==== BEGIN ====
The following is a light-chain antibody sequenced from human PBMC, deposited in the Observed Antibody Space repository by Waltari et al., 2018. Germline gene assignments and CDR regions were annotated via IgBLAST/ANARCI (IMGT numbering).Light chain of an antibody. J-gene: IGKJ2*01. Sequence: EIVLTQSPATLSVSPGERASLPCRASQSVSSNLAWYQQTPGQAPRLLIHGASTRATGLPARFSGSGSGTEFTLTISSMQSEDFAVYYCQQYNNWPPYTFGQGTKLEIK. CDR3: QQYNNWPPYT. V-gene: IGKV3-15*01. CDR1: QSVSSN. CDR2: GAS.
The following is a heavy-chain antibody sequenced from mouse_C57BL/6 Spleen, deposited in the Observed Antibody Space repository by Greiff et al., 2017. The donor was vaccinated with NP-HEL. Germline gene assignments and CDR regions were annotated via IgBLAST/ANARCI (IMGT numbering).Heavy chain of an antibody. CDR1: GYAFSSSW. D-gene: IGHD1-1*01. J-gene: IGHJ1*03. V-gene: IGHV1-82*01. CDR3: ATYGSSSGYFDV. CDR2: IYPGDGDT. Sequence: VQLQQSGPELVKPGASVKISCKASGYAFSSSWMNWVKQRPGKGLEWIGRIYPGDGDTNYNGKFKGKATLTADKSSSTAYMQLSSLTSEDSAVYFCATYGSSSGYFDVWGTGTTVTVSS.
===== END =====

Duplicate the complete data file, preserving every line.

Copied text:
The following is a light-chain antibody sequenced from human PBMC, deposited in the Observed Antibody Space repository by Waltari et al., 2018. Germline gene assignments and CDR regions were annotated via IgBLAST/ANARCI (IMGT numbering).Light chain of an antibody. J-gene: IGKJ2*01. Sequence: EIVLTQSPATLSVSPGERASLPCRASQSVSSNLAWYQQTPGQAPRLLIHGASTRATGLPARFSGSGSGTEFTLTISSMQSEDFAVYYCQQYNNWPPYTFGQGTKLEIK. CDR3: QQYNNWPPYT. V-gene: IGKV3-15*01. CDR1: QSVSSN. CDR2: GAS.
The following is a heavy-chain antibody sequenced from mouse_C57BL/6 Spleen, deposited in the Observed Antibody Space repository by Greiff et al., 2017. The donor was vaccinated with NP-HEL. Germline gene assignments and CDR regions were annotated via IgBLAST/ANARCI (IMGT numbering).Heavy chain of an antibody. CDR1: GYAFSSSW. D-gene: IGHD1-1*01. J-gene: IGHJ1*03. V-gene: IGHV1-82*01. CDR3: ATYGSSSGYFDV. CDR2: IYPGDGDT. Sequence: VQLQQSGPELVKPGASVKISCKASGYAFSSSWMNWVKQRPGKGLEWIGRIYPGDGDTNYNGKFKGKATLTADKSSSTAYMQLSSLTSEDSAVYFCATYGSSSGYFDVWGTGTTVTVSS.